ERP Implementation Completed on Time and On Budget?
I read an article on Proformative called ERP Implementation Failure Cost Me My Job- Here is What I learned. After the initial shocker of this headline I had to read more. Basically, the author, who opted to stay anonymous wrote the post as a benefit to other looking to embark on their own ERP implementation journey. His concerns are not without merit.
Last year, a McKinsey report found half of IT projects with budgets of over $15 million dollars run 45% over budget, are 7% behind schedule and deliver 56% less functionality than predicted. We look at those numbers and wonder: does it have to be like this? The answer of course is not a simple yes or no. Implementing ERP software is an extensive process, which takes time and a clear up-front understanding of the projected costs and timetable.
Here are some key-takeways to keep an ERP Implementation on Track
- Clearly define and outline the benefits of the system
- Assume the project will cost more than initially expected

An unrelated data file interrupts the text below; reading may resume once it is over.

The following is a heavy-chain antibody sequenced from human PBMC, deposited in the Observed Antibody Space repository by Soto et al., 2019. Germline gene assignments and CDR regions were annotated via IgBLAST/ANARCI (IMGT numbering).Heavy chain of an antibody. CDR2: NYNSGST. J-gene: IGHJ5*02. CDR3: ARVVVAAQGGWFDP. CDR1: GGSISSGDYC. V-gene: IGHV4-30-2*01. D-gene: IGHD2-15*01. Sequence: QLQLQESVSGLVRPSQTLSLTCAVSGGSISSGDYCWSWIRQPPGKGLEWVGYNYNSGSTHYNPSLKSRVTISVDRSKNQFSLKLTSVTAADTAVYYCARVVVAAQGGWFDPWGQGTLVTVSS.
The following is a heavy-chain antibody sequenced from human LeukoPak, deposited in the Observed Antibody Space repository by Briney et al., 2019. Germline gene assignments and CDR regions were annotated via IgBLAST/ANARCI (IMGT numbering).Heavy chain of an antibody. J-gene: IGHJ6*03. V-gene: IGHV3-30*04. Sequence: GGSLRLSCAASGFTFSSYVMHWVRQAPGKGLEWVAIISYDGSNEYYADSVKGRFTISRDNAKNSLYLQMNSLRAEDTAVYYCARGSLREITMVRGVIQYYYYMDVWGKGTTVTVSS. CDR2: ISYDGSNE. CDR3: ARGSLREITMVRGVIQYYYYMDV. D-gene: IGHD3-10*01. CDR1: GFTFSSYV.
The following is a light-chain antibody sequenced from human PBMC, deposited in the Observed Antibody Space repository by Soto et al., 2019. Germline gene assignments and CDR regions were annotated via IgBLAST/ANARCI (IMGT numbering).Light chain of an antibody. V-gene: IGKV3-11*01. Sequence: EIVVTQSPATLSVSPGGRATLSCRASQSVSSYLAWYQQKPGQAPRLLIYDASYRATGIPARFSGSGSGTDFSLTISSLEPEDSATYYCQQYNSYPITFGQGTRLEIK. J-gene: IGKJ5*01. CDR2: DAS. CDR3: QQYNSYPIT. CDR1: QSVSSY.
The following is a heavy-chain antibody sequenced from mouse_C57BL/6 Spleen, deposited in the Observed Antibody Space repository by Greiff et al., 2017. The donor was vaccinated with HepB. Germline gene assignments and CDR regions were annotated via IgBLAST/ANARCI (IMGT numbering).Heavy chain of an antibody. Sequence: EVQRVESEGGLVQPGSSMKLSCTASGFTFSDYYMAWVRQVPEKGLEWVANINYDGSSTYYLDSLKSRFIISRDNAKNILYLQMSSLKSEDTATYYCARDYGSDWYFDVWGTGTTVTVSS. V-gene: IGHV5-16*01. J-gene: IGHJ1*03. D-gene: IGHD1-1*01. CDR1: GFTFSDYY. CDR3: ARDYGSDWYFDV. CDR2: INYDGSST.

- Keep customizations to a minimum, finish the project first before embarking on costly customizations
- Keep a clear and open dialogue between the implementation partner
- Make sure both parties are willing to admit and move on from mistakes and miscommunications
- Set aside enough time to review and test the software
- Plan on an education period for the staff users
- Delegate and have a solid in-house IT department on board prior to the start of the project
- Make sure the executive team is on-board for the duration of the process
Let me know what you have experienced in your ERP implementations.
3 thoughts on “ERP Implementation Completed on Time and On Budget?”
Matt, this is so true. So much of what I have read is negative with respect to tech-intensive ERP projects. If you come to the table with an understanding of the challenges that helps tremendously. And, if you have an understanding of what the project should look like, then perhaps the project will go better than expected. Getting the executive team on-board seems to also be a major cause for ultimate success or failure.
Green Mountain Coffee Roaster (GMCR) fired IBM after a failed SAP project. Rumor has it that 100 million has been spent and the project is running 9 months late, with nothing implemented in the last 2 years.. Green Mountain may be looking at suing IBM.
Farukh, thanks for the tidbit. We haven’t heard anything to that effect, but we’ll keep an eye out if/when details emerge. Certainly an extreme example of an implementation gone wrong, if confirmed.